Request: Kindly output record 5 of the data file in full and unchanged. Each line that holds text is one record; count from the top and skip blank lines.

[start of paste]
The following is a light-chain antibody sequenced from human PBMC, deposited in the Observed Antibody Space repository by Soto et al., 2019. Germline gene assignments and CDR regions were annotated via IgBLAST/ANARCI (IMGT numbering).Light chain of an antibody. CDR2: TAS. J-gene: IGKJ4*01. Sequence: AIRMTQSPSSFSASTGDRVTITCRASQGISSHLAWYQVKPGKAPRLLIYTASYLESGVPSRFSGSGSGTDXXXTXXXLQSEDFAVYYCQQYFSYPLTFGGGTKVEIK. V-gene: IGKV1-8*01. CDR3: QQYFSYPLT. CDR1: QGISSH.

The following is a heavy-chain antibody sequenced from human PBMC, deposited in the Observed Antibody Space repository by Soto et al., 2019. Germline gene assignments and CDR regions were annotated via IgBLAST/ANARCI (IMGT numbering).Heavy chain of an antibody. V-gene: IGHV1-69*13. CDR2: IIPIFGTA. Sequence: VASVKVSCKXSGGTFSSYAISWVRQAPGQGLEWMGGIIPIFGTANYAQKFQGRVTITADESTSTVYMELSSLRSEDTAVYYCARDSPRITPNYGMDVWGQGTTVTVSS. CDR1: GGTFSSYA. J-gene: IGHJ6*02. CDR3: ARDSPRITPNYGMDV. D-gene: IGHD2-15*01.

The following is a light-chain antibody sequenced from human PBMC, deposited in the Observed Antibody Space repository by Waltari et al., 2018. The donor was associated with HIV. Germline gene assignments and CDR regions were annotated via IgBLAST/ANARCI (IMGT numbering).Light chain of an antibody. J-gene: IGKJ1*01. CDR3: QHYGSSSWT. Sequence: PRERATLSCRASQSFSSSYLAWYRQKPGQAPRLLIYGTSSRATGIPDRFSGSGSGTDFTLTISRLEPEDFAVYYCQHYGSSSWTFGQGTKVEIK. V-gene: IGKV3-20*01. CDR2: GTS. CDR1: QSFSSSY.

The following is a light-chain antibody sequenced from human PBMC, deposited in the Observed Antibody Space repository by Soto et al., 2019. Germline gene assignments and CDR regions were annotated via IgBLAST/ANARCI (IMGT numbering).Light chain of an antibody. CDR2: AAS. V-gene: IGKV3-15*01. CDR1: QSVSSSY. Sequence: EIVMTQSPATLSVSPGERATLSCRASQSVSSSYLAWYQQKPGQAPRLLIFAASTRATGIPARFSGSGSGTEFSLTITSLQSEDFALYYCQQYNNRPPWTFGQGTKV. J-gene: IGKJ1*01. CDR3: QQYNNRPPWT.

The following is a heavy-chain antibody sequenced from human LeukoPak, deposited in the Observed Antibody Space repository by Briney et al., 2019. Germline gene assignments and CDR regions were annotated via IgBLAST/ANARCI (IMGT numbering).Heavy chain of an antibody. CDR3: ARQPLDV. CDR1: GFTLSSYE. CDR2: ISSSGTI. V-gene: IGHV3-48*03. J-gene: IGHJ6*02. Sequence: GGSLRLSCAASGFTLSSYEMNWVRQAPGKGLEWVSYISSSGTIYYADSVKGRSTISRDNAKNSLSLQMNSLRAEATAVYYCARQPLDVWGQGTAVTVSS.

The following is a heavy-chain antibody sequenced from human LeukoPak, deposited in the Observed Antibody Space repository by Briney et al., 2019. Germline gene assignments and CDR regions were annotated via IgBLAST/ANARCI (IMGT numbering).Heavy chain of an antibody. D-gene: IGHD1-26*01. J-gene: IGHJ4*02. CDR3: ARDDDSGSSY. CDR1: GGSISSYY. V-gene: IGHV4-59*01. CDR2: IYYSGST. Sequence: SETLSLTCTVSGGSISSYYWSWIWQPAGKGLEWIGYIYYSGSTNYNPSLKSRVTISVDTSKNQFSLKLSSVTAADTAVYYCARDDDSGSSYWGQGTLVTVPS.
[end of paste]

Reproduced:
The following is a heavy-chain antibody sequenced from human LeukoPak, deposited in the Observed Antibody Space repository by Briney et al., 2019. Germline gene assignments and CDR regions were annotated via IgBLAST/ANARCI (IMGT numbering).Heavy chain of an antibody. CDR3: ARQPLDV. CDR1: GFTLSSYE. CDR2: ISSSGTI. V-gene: IGHV3-48*03. J-gene: IGHJ6*02. Sequence: GGSLRLSCAASGFTLSSYEMNWVRQAPGKGLEWVSYISSSGTIYYADSVKGRSTISRDNAKNSLSLQMNSLRAEATAVYYCARQPLDVWGQGTAVTVSS.